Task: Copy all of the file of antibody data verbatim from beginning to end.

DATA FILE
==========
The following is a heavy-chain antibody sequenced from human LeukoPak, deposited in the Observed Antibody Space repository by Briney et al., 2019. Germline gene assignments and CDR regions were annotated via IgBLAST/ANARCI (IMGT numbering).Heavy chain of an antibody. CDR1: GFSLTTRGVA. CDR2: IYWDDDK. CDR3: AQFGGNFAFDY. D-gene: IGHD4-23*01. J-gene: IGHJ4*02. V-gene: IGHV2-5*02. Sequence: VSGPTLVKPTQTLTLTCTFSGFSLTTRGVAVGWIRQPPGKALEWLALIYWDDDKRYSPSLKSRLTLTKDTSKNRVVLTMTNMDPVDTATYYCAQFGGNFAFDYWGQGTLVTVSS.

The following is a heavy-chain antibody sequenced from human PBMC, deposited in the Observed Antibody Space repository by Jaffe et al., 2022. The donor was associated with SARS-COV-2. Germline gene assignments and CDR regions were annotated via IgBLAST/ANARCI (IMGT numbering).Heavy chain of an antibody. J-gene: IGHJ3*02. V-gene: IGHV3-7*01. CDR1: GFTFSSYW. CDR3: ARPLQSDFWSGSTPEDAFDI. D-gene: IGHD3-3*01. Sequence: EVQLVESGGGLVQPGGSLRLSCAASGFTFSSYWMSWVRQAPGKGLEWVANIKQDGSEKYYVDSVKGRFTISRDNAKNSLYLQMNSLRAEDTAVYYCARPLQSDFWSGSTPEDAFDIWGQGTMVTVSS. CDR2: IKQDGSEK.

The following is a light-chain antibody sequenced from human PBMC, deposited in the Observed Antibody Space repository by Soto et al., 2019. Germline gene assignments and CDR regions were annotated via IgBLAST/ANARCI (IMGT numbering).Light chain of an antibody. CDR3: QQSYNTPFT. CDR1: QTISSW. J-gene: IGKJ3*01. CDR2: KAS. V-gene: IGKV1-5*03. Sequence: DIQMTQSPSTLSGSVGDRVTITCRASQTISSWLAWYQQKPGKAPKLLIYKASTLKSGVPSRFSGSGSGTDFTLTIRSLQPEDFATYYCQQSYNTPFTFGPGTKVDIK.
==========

The following is a heavy-chain antibody sequenced from human LeukoPak, deposited in the Observed Antibody Space repository by Briney et al., 2019. Germline gene assignments and CDR regions were annotated via IgBLAST/ANARCI (IMGT numbering).Heavy chain of an antibody. CDR1: GFSLTTRGVA. CDR2: IYWDDDK. CDR3: AQFGGNFAFDY. D-gene: IGHD4-23*01. J-gene: IGHJ4*02. V-gene: IGHV2-5*02. Sequence: VSGPTLVKPTQTLTLTCTFSGFSLTTRGVAVGWIRQPPGKALEWLALIYWDDDKRYSPSLKSRLTLTKDTSKNRVVLTMTNMDPVDTATYYCAQFGGNFAFDYWGQGTLVTVSS.

The following is a heavy-chain antibody sequenced from human PBMC, deposited in the Observed Antibody Space repository by Jaffe et al., 2022. The donor was associated with SARS-COV-2. Germline gene assignments and CDR regions were annotated via IgBLAST/ANARCI (IMGT numbering).Heavy chain of an antibody. J-gene: IGHJ3*02. V-gene: IGHV3-7*01. CDR1: GFTFSSYW. CDR3: ARPLQSDFWSGSTPEDAFDI. D-gene: IGHD3-3*01. Sequence: EVQLVESGGGLVQPGGSLRLSCAASGFTFSSYWMSWVRQAPGKGLEWVANIKQDGSEKYYVDSVKGRFTISRDNAKNSLYLQMNSLRAEDTAVYYCARPLQSDFWSGSTPEDAFDIWGQGTMVTVSS. CDR2: IKQDGSEK.

The following is a light-chain antibody sequenced from human PBMC, deposited in the Observed Antibody Space repository by Soto et al., 2019. Germline gene assignments and CDR regions were annotated via IgBLAST/ANARCI (IMGT numbering).Light chain of an antibody. CDR3: QQSYNTPFT. CDR1: QTISSW. J-gene: IGKJ3*01. CDR2: KAS. V-gene: IGKV1-5*03. Sequence: DIQMTQSPSTLSGSVGDRVTITCRASQTISSWLAWYQQKPGKAPKLLIYKASTLKSGVPSRFSGSGSGTDFTLTIRSLQPEDFATYYCQQSYNTPFTFGPGTKVDIK.